A recognition honoring the late President Elson Floyd and his legacy was presented to Washington State University Regent Ron Sims and WSU Vice President for Government Relations, Colleen Kerr.
Photo Caption: King County Councilmembers present WSU representatives with a recognition honoring WSU President Elson Floyd. L to R: (Back Row) King County Councilmembers Rod Dembowski, Dave Upthegrove, Reagan Dunn, Jane Hague, Joe McDermott, and Larry Phillips. (Front Row) Councilmember Pete von Reichbauer, WSU Regent Ron Sims; WSU Vice President of Government Relations, Colleen Kerr; Councilmember Kathy Lambert, and Washington State Lobbyist, Rob Makin.
“President Floyd was a man for all seasons, and an advocate for all sections of our state,” said Councilmember Pete von Reichbauer of Federal Way. “He was a true visionary—and his vision was for the entire state.”
“President Floyd’s untimely death makes us reflect on the incredible life he led, and his great legacy for all Washingtonians,” said Council Chair Larry Phillips of Seattle.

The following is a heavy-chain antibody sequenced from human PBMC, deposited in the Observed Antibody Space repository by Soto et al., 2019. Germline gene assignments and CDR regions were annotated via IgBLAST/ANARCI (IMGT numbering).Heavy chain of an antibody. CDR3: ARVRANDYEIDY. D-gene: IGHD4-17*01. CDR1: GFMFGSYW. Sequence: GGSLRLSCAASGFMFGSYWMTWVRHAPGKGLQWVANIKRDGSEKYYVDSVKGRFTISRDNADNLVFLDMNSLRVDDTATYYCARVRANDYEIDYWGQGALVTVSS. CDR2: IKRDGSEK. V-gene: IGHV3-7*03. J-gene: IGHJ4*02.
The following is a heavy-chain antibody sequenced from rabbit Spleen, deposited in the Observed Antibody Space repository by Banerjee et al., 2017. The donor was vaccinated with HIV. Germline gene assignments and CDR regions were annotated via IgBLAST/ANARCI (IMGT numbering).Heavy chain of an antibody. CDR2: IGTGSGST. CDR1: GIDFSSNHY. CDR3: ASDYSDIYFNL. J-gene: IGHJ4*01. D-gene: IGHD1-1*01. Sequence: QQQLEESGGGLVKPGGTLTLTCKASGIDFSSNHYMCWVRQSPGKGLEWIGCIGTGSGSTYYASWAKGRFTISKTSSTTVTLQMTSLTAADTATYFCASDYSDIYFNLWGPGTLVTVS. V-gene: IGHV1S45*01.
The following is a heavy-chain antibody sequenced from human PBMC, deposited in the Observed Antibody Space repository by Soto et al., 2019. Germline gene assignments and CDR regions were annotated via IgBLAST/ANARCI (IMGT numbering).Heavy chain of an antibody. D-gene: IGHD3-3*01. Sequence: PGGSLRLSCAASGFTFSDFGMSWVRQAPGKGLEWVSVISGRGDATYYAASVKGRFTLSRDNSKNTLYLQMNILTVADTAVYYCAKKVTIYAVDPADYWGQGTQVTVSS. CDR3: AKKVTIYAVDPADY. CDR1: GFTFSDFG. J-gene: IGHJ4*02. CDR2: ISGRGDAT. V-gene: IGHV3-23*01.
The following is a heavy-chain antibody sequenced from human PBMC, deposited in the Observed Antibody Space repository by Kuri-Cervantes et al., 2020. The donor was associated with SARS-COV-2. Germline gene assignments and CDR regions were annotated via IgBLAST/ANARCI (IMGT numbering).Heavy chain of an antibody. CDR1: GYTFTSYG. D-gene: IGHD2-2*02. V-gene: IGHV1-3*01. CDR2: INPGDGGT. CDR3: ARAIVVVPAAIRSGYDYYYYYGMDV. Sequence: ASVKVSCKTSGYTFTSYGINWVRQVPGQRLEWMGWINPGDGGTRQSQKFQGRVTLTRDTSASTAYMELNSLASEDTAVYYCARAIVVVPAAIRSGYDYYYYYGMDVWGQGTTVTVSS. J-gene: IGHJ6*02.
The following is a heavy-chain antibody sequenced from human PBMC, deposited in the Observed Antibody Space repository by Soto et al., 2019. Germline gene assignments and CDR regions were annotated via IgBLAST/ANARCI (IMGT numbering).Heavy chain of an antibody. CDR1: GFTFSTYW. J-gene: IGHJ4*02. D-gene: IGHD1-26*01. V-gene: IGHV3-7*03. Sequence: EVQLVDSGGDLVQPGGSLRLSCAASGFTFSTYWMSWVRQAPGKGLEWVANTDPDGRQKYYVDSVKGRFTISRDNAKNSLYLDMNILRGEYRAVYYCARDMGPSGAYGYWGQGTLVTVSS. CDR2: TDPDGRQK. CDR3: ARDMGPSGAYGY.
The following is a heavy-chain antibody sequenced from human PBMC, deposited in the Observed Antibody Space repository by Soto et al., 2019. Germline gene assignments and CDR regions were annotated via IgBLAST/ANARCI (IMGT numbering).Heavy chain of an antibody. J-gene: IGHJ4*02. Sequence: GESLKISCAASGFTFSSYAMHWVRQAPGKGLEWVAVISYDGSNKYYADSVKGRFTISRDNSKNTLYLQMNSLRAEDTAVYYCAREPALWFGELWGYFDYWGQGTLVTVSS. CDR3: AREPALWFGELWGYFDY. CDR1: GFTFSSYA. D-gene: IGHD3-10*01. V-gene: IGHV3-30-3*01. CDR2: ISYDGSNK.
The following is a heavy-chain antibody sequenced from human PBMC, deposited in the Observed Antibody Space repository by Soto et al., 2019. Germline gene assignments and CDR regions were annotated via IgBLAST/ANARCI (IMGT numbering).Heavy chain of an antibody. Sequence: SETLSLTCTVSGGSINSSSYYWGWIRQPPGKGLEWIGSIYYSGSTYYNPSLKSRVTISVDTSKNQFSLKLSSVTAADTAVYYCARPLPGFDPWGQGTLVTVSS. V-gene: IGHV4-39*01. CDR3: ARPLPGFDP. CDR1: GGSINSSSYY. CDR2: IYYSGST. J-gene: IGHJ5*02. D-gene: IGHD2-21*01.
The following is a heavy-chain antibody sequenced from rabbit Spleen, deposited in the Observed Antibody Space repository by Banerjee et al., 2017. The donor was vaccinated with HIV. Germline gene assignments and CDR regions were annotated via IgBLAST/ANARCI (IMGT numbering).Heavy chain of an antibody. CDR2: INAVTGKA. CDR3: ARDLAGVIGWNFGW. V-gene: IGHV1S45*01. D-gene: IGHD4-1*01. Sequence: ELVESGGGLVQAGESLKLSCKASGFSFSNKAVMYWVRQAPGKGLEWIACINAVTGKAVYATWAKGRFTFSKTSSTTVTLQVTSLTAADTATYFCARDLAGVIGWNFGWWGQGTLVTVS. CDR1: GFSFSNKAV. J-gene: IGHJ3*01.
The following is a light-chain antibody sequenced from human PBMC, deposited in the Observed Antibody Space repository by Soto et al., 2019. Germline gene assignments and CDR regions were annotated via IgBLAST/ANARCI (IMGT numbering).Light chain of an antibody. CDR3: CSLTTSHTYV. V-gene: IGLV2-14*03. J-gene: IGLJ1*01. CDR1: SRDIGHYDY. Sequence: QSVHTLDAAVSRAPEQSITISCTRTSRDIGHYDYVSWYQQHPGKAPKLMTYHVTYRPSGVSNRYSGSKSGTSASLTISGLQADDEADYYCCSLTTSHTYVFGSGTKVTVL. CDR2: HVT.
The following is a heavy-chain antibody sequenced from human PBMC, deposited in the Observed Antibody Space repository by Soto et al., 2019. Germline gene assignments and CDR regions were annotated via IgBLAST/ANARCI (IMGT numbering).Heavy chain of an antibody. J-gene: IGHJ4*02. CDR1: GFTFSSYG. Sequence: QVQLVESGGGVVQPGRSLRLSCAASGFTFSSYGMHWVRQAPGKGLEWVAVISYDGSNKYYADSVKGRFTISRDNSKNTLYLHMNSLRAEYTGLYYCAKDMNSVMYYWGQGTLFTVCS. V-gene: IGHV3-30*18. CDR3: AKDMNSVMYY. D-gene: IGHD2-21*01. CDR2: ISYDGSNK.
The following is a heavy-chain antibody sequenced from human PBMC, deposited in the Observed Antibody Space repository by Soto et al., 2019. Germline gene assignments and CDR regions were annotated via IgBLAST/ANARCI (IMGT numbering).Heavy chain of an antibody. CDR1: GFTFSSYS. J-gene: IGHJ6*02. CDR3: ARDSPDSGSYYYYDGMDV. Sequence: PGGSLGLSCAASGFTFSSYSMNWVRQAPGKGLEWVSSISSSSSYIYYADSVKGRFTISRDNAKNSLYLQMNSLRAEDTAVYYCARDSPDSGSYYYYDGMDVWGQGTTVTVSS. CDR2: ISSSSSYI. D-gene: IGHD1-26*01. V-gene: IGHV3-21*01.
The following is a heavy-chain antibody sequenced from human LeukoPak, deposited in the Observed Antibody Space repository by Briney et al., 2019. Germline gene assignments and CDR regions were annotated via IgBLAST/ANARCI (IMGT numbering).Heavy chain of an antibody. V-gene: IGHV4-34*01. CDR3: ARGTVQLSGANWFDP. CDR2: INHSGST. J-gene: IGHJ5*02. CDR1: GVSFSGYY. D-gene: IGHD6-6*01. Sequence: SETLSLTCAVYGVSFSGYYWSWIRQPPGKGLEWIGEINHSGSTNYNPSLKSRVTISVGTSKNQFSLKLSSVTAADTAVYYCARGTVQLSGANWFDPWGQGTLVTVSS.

At this week’s King County Council meeting Councilmember von Reichbauer recognized Washington State University President Elson Floyd. This recognition, honoring the late President Elson Floyd and his legacy, was presented to Washington State University Regent Ron Sims and WSU Vice President for Government Relations, Colleen Kerr.
“Elson Floyd’s death was a great loss to our state” said Councilmember Reagan Dunn of Maple Valley. “He was a true leader in every sense of the word and his legacy will live in the hearts and minds of all of us.”
President Floyd was highly sought after for leadership positions at higher education institutions around the nation prior to becoming president at Washington State University, which he considered to be “the best job in the country.”
His vision to expand WSU’s presence throughout the entire state and to increase higher education opportunities to students from various backgrounds became a reality when campuses in Spokane, the Tri Cities, Vancouver, and Everett were established.
Elson Floyd's legacy will not only impact Washington State University, but also the entire state of Washington through his belief in the importance of education and developing new doctors.
President Floyd is survived by his wife Carmento, his children, his parents and his brothers.